I have been craving Pasta e Fagioli but I liked Bittman's Spanish-style variation because of the chickpeas and smoked paprika and wanted to try it. He didn't mention the cheese in his version but it seemed only right to replace the Parmesan with some of my favorite Manchego.

Spanish-Style Pasta e Fagioli  
How to Cook Everything Fast by Mark Bittman
(Serves 4)

3 Tbsp olive oil, plus more for drizzling
1 medium onion, chopped
2 medium carrots, chopped
2 celery stalks, chopped
salt and pepper
2 garlic cloves
2 tsp smoked paprika
(I added 1 tsp ground cumin)
14-oz can whole tomatoes
6 cups chicken or veggie stock, or water
2 cups (15 oz can) cooked or canned garbanzo beans
6 oz spaghetti, broken into 1-inch pieces
1 bunch fresh parsley to garnish
(I added 4 oz Manchego cheese, about 1 cup grated)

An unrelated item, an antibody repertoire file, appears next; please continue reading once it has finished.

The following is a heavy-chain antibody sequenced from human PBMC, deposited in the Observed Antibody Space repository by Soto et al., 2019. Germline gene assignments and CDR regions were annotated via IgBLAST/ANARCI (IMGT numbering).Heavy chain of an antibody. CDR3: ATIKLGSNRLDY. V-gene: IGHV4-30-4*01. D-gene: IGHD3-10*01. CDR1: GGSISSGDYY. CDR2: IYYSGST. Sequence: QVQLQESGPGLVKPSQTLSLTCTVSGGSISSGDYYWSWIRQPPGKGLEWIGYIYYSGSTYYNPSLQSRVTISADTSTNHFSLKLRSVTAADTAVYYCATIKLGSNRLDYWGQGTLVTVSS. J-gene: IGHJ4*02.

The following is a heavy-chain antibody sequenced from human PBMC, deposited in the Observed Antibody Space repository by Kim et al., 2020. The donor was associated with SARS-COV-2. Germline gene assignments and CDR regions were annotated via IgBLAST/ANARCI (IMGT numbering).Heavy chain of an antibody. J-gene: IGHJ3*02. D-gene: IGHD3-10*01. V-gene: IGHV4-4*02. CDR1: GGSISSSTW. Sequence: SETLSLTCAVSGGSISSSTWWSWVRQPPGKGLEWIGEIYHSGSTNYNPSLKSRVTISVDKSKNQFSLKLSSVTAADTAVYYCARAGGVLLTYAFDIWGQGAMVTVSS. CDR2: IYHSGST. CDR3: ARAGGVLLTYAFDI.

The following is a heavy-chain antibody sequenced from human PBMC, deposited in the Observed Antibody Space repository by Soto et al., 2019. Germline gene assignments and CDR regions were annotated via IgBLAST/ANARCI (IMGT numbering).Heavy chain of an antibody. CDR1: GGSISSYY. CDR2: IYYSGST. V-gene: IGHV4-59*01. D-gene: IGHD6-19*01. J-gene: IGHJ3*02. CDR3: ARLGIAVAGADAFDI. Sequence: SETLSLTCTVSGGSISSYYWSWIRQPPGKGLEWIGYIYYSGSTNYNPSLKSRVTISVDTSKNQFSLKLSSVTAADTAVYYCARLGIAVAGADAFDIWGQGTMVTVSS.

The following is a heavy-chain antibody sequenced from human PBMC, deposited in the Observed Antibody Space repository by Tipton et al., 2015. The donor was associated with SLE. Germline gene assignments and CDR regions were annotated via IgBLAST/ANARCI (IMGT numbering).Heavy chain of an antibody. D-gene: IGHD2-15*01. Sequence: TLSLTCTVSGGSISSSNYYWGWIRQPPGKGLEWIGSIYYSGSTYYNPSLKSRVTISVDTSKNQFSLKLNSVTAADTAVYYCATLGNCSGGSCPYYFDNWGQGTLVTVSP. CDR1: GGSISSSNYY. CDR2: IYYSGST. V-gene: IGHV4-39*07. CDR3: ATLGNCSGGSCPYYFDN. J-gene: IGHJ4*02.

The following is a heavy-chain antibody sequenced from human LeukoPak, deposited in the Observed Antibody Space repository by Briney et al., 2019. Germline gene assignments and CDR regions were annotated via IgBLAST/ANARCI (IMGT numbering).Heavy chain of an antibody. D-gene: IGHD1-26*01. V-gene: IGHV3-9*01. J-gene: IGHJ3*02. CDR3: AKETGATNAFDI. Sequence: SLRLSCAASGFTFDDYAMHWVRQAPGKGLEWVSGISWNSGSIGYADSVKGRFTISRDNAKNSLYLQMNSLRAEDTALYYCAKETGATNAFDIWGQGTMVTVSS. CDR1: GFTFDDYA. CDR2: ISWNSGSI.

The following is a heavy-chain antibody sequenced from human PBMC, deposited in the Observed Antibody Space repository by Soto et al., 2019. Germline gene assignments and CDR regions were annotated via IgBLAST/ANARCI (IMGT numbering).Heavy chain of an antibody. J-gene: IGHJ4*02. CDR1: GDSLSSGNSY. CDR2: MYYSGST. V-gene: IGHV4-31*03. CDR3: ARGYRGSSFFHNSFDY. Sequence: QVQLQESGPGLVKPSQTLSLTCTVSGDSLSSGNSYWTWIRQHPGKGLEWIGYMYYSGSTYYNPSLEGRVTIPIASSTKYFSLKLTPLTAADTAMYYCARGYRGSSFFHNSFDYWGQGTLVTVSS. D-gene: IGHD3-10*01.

Put 3 tablespoons oil in a large pot over low heat. Add vegetables to the pot and stir. Raise heat to medium-high, when the veggies start sizzling sprinkle with salt and pepper and cook, stirring occasionally until they soften and begin to brown, 3 to 5 minutes. Add garlic and smoked paprika to the pot and stir until fragrant--about 1 minute. 

Add the tomatoes and their juice, breaking them apart with a spoon and scrapping any browned bits off the bottom of the pot. Add stock or water and raise heat to high. 

When the soup begins to boil, stir in the beans and the pasta. Return to boil, then adjust heat so it simmers steadily. Test pasta after 5 minutes, it should be tender but not mushy. If pot starts to look dry, at water a bit at a time. 

When pasta is tender, turn off heat. Taste and adjust seasoning. Divide soup into four bowls. Garnish each with the parsley, 1/4 cup cheese, and drizzle with olive oil; serve.

Notes/Results: A simple and tasty little soup. The combination of the garbanzo beans and mini spaghetti noodles was fun. My sister (Yes, when you visit Hawaii, especially in the midst of a tropical storm, Deb feeds you soup) said that she really liked the flavor from the smoked paprika and felt it set it apart from the typical Italian pasta e fagioli. I think the manchego was a nice touch. Warming and satisfying for a rainy night, I would happily make this again.